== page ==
And, once again, just for clarity, this is not a claim that I know what the essence of Buddhism is, but rather that it is all social convention, or one might call it prapañca—the proliferation of concepts. Which relates back to the idea of de-reifying the personal ātman, which is what I think is unique to Buddhism, though neither an essence, nor universally shared by all actual Buddhists—especially not perhaps in its more comprehensive form, which is the radical denial of an ātman of any kind, that is, either of persons or of things.
2. terminology: appropriation and expropriation—of course mindfulness is not an object that can be owned, however, appropriate means “to take something for one’s own use” though since no one “owns” mindfulness (not because it is some kind of universal human ancient wisdom-y kind of thing, but because it is not an object) we can overlook the additional connotation of “without permission.” In that sense anyone making use of historically Buddhist practices can be said to be appropriating them; I would myself try to distinguish (and may not have been fully consistent in the previous post) appropriate from expropriate, the latter meaning to take something away from someone else. In other words, borrowing and stealing (but of course there is no object there to be borrowed or stolen, so this is all metaphoric).
These two categories—appropriation and expropriation—do not align with the two categories employed by Monteiro, et al., those of “traditional” and “contemporary.” In their usage traditional mindfulness teachers are those who point to a Buddhist framework for their own work, and contemporary are those who deny any Buddhist connection, background or basis. Of the latter, see Ron Purser and Andrew Cooper’s recent essay in Salon. Instead, the distinction I’m trying to explore here would consider those who brand their teachings in such a fashion as to claim exclusive rights over it to be engaging in expropriation, whether they are traditional or contemporary in Monteiro, et al.’s understanding. In other words any effort to create a specific brand identity using traditionally Buddhist practices and teachings, whether explicitly identified as Buddhist or not, constitutes a form of expropriation.
The image that came to my mind while thinking about branding goes back to the origins of the term. Out there in the West (or maybe I should say out here…) there are wild horses running free. You catch one, you brand it, and it is now yours. Congratulations—you have just taken something that is not owned and therefore cannot be sold, and turned it into your own property, which you can now sell, i.e., it is a commodity. And because it is now branded (copyrighted, trademarked, patented) no one else can sell it—unless, of course, they complete the proper training course to become an authorized teacher of the “whatever” brand of mindfulness.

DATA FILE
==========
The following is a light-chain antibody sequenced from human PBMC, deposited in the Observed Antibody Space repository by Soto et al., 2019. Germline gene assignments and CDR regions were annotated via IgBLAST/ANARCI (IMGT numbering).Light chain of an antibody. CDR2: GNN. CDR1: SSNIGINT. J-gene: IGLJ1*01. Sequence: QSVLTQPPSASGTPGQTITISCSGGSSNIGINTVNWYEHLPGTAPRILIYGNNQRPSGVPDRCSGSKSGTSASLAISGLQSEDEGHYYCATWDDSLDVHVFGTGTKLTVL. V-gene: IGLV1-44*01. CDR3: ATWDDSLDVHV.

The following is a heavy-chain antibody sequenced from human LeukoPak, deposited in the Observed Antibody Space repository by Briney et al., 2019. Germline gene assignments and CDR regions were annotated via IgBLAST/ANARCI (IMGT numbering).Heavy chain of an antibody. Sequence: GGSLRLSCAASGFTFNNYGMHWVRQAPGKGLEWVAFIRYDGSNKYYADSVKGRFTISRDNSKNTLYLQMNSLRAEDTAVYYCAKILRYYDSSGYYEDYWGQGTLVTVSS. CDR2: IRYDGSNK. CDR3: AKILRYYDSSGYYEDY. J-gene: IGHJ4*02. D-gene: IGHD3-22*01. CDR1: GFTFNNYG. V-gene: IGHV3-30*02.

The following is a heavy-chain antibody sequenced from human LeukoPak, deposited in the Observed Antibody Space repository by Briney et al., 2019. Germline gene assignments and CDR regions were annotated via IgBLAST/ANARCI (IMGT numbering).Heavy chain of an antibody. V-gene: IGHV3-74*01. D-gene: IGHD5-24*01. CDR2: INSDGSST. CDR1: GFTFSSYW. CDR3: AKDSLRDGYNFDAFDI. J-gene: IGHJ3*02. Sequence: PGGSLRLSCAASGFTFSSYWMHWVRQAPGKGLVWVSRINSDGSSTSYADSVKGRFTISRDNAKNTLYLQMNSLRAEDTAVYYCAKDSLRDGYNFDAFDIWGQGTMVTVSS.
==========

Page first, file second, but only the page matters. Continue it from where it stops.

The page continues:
3. history of mindfulness movement: this is actually rather well documented, and if one is interested, then see for example these three items, which are just the ones readily at hand—there are others, lots:
• Jeff Wilson’s very good Mindful America: The Mutual Transformation of Buddhist Meditation and American Culture (Oxford, 2014), particularly ch. 1, “Mediating Mindfulness: How Does Mindfulness Reach America?”
• Robert Sharf (not Scharf as found in Monteiro, et al.’s bibliography), “Mindfulness and Mindlessness in Early Chan,” Philosophy East & West, 64.4 (Oct. 2014), which has a brief survey of the history on pp. 941–945. This is worth reading in full as it raises the interesting issue of the parallels between the issues in early Chan and modern mindfulness.
• Erik Braun, The Birth of Insight: Meditation, Modern Buddhism, and the Burmese Monk Ledi Sayadaw (University of Chicago Press, 2013).
These should help to dispel the notion that mindfulness is some kind of universal or ancient wisdom. That rhetoric is part of the mystification that Wilson addresses, going a bit further by playing on the quite mistaken notions of Perennialism, which despite having been shown to be based on a misdating, continue to appeal to many in American popular religious culture.
At the same time, much of the appeal of mindfulness and the ways in which it is marketed are informed by American metaphysical religion, as described by Catherine Albanese in her Republic of Mind and Spirit. That is, however, itself a specific historical process.
Closing piece of wisdom, or at least a useful heuristic—as one of my teachers, Tarthang Tulku Rinpoche, once said “Similar means not the same.”